The pictures above were during one of the hardests times in my life – the aftermath of a tragedy followed by a divorce, selling a farm, and losing horses. At the same time, it was the first time in my life at the ripe old age of 47 that I could look in the mirror and be proud of what I saw.
You see, my whole entire life I have had an unhealthy relationship with food. I love to eat, but food has always been a coping mechanism for me. Simply put, I am a food addict. It took me a lot of years to realize that. Although I’ve always been active and strong for my size, I have always struggled with weight. At 5’3″, I stayed in the upper 180’s for several years, but the scale kept going up as high as 208.
As the scale went up, my health went down. Blood work, paired with a biopsy from a place of my face that wouldn’t go away for well over a year, and symptoms like joint pain, fatigue, depression, sores in my nose, all pointed to Lupus. The only option the doctors offered me back then was a rhuematoid med that had horrendous side effects and made me feel like I had the flu. That wasn’t good enough, and that’s when I slowly started on a journey to get better, which eventually led me to the first set of pictures.
I was able to stick to my regime for a long time…. basically eat clean (meat and veggies) and do kettlebells. I had finally figured out that the more simple it was, the more likely I was to maintain it. I didn’t count anything and my workouts were a max of 15 minutes. I felt great, my confidence went through the roof, and I started riding the best I’d ever ridden in my whole entire life.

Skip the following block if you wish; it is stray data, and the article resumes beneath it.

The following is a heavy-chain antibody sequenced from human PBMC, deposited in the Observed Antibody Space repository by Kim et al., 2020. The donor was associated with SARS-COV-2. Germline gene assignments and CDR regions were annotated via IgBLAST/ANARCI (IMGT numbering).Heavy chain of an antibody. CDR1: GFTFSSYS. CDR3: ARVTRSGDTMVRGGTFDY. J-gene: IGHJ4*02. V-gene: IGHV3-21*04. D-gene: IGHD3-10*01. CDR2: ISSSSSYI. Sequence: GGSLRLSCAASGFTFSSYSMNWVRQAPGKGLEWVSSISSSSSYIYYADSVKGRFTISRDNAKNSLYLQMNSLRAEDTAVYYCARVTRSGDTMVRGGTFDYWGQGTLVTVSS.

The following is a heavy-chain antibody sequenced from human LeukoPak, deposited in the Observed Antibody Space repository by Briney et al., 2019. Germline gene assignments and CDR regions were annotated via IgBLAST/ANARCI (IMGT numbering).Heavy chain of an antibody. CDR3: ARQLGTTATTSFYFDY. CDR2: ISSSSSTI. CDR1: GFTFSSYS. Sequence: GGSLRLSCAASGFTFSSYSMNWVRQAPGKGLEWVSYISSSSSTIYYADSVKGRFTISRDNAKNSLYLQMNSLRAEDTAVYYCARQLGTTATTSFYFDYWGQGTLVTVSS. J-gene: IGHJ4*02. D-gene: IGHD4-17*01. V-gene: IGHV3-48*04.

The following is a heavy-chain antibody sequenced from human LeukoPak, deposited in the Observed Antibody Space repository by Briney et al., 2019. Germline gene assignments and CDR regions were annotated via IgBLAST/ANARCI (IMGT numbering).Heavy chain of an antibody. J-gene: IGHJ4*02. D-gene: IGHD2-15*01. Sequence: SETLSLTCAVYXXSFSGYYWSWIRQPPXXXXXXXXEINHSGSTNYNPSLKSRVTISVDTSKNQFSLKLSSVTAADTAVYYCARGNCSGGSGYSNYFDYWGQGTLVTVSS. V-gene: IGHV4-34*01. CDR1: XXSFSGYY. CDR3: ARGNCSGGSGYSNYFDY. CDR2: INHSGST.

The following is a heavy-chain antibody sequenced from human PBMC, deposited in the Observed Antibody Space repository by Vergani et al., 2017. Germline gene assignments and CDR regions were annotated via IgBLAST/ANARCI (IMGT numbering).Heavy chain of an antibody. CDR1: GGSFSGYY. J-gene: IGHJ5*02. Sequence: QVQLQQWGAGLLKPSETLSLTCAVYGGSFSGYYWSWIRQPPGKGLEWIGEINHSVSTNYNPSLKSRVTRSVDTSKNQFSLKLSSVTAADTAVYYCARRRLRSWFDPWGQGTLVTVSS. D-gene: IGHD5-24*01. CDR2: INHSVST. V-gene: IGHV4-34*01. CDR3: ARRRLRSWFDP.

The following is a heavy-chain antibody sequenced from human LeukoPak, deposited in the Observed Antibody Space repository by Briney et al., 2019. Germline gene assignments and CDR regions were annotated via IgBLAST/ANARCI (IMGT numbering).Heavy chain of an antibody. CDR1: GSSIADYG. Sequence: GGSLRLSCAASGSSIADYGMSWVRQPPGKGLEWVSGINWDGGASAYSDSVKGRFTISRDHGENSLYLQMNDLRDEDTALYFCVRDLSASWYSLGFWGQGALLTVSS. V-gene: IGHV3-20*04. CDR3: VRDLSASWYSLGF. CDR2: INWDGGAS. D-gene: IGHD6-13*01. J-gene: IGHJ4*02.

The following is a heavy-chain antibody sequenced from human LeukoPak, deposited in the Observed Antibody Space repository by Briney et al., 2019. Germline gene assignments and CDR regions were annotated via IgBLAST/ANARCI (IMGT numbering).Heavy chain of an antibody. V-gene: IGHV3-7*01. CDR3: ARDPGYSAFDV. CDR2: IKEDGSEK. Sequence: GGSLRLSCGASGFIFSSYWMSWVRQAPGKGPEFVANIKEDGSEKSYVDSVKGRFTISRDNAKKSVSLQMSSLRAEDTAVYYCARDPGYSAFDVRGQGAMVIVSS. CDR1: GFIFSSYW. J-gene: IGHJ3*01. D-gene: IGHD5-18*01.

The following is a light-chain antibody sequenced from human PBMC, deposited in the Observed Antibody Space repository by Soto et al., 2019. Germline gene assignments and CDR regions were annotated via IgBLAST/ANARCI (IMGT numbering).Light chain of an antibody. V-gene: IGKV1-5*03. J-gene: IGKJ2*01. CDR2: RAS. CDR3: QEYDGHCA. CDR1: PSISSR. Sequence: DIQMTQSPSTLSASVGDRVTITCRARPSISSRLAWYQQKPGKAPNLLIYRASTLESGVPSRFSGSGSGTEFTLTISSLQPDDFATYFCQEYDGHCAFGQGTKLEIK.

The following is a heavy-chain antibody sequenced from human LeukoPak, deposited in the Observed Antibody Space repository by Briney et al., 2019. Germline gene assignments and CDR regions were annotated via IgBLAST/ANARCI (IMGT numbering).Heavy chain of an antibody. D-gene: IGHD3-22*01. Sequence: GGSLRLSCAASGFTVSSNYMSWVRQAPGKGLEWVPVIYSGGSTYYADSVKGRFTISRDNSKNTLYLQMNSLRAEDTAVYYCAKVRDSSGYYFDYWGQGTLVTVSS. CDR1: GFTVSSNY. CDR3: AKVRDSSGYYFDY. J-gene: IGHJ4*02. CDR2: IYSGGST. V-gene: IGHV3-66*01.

Even when I was in my 20’s and thinner, I never thought I was thin enough. I also didn’t ride as confident…so what changed at 47? Mindset and strength. If you want to change your life, you change your thinking – and that’s what I did!
In the craziness of building the new place however, all of that fell by the wayside over time. The day to day living in the cramped space of a camper, and the stress of having to build a house weighed heavily. I found myself eating comfort food more than I should have, and not working out or riding. I just wanted to get on to the next phase and be in the house, and if I couldn’t do that food was the next best thing! Food made me feel better momentarily – although I always paid for it in the form of joint aches and fatigue, along with depression – which just made it worse. I didn’t have anywhere to spread out so that I could work out — most of the time there was too much mud! This went on for 3 years…and I was gradually headed back to being as heavy as I was before. But I told myself once I got in the house, I would find my way back.
We finally passed the final inspection and moved in this year at the end of July. At first, I wasn’t really consistent with eating and working out. Then in August I had extreme back pain – the worst I’d ever had! (Keep in mind I fractured my thoracic vertabrae in my early 20’s from a car wreck!) I could barely move, and the only way I could get any relief was to sit or lay down, and even then I still hurt.
Being in that much pain, and not able to do anything hit me pretty hard. I didn’t want to live like that. After about 2 weeks with no relief, I finally went to a chiropractor. On a side note, it was the same chiropractor that I used for my horses – Wells Chiro Healthcare. It took quite a few adjustments, but one thing he pointed out was how important nutrition is in how we feel. He also reminded me of what I had been a few years before, when I was strong and healthy. That was the kick I needed!